For producing the rotational movement of the turbine shaft, in this case a number of rotor blades, which are customarily assembled into blade groups or blade rows, are arranged on this shaft. In this case, a turbine disk, on which the rotor blades are fastened by means of their blade root, are customarily provided for each turbine stage. For flow guiding of the operating medium in the turbine unit, moreover, stator blades which are connected to the turbine casing and assembled to form stator-blade rows, are customarily arranged between adjacent rotor blade rows.
The combustion chamber of the gas turbine can be constructed as a so-called annular combustion chamber in which a large number of burners, which are arranged around the turbine shaft in the circumferential direction, open into a common combustion chamber space which is enclosed by a high temperature-resistant surrounding wall. To this end, the combustion chamber is designed in its entirety as an annular structure. In addition to a single combustion chamber, provision may also be made for a multiplicity of combustion chambers.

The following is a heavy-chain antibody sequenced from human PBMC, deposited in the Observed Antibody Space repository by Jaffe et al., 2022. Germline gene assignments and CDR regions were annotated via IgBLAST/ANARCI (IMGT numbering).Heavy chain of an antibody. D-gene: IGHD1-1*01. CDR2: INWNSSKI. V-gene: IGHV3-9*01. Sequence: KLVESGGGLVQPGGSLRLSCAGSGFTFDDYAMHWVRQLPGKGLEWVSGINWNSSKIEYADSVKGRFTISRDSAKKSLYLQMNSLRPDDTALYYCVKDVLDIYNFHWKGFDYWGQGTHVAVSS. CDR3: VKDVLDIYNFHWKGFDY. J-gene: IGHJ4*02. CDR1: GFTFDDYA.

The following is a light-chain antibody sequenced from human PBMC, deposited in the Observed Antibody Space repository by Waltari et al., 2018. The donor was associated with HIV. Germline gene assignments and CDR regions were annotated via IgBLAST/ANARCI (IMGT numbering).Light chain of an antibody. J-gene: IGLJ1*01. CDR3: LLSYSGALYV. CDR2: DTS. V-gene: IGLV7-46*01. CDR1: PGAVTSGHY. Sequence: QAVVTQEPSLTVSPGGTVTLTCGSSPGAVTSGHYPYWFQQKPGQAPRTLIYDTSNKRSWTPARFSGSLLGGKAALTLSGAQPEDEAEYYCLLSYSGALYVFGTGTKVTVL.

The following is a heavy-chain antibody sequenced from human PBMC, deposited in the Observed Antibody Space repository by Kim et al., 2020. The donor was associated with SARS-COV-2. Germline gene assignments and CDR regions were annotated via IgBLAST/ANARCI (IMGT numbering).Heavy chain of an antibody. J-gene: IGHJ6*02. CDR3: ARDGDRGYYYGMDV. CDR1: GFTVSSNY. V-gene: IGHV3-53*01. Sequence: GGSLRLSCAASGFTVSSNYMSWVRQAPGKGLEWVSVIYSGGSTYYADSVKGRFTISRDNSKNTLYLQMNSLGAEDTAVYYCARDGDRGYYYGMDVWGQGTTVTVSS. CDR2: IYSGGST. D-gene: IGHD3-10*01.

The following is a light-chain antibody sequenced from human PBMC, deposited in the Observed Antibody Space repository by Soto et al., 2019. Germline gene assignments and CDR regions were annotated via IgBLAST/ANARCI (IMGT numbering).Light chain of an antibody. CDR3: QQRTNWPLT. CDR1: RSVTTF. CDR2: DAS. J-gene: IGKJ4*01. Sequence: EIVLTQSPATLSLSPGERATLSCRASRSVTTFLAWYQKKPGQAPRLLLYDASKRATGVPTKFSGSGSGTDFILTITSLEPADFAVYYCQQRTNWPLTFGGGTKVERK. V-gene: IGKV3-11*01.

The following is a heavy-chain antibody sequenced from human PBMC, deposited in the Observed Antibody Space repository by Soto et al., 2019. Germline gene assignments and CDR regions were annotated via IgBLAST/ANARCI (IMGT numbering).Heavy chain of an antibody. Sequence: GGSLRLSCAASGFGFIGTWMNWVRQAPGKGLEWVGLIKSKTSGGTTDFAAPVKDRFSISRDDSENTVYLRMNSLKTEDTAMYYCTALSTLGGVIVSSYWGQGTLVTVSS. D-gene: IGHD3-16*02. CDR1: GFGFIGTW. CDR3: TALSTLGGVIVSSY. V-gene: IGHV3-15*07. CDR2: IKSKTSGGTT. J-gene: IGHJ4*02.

Usually connected directly to the combustion chamber is a first stator blade row of a turbine unit, which together with the immediately subsequent rotor blade row, as seen in the flow direction of the operating medium, forms a first turbine stage of the turbine unit, to which further turbine stages are customarily connected downstream.
In the design of such gas turbines, in addition to the achievable power, a particularly high efficiency is customarily a design aim. An increase of the efficiency can be achieved in this case, for thermodynamic reasons, basically by an increase of the exit temperature at which working medium discharges from the combustion chamber and flows into the turbine unit. In this case, temperatures of about 1200° C. to 1500° C. are aimed at and also achieved for such gas turbines.